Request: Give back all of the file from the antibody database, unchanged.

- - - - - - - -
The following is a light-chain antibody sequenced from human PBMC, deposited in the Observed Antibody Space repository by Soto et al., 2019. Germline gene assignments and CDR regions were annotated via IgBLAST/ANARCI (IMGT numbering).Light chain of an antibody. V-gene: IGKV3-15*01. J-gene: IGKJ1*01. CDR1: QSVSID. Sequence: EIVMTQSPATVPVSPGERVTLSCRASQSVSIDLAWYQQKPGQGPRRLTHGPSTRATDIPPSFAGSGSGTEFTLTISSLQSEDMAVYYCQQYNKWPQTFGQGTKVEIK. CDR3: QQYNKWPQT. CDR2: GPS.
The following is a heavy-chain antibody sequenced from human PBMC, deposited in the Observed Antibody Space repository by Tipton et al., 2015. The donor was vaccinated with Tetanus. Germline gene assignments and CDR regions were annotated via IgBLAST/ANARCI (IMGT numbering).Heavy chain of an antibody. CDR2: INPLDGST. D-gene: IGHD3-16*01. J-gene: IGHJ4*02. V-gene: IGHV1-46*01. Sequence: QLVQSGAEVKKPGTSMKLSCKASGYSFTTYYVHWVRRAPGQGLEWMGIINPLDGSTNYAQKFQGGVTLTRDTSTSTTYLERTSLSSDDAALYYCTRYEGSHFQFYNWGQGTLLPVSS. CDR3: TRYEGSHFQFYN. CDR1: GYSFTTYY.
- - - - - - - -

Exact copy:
The following is a light-chain antibody sequenced from human PBMC, deposited in the Observed Antibody Space repository by Soto et al., 2019. Germline gene assignments and CDR regions were annotated via IgBLAST/ANARCI (IMGT numbering).Light chain of an antibody. V-gene: IGKV3-15*01. J-gene: IGKJ1*01. CDR1: QSVSID. Sequence: EIVMTQSPATVPVSPGERVTLSCRASQSVSIDLAWYQQKPGQGPRRLTHGPSTRATDIPPSFAGSGSGTEFTLTISSLQSEDMAVYYCQQYNKWPQTFGQGTKVEIK. CDR3: QQYNKWPQT. CDR2: GPS.
The following is a heavy-chain antibody sequenced from human PBMC, deposited in the Observed Antibody Space repository by Tipton et al., 2015. The donor was vaccinated with Tetanus. Germline gene assignments and CDR regions were annotated via IgBLAST/ANARCI (IMGT numbering).Heavy chain of an antibody. CDR2: INPLDGST. D-gene: IGHD3-16*01. J-gene: IGHJ4*02. V-gene: IGHV1-46*01. Sequence: QLVQSGAEVKKPGTSMKLSCKASGYSFTTYYVHWVRRAPGQGLEWMGIINPLDGSTNYAQKFQGGVTLTRDTSTSTTYLERTSLSSDDAALYYCTRYEGSHFQFYNWGQGTLLPVSS. CDR3: TRYEGSHFQFYN. CDR1: GYSFTTYY.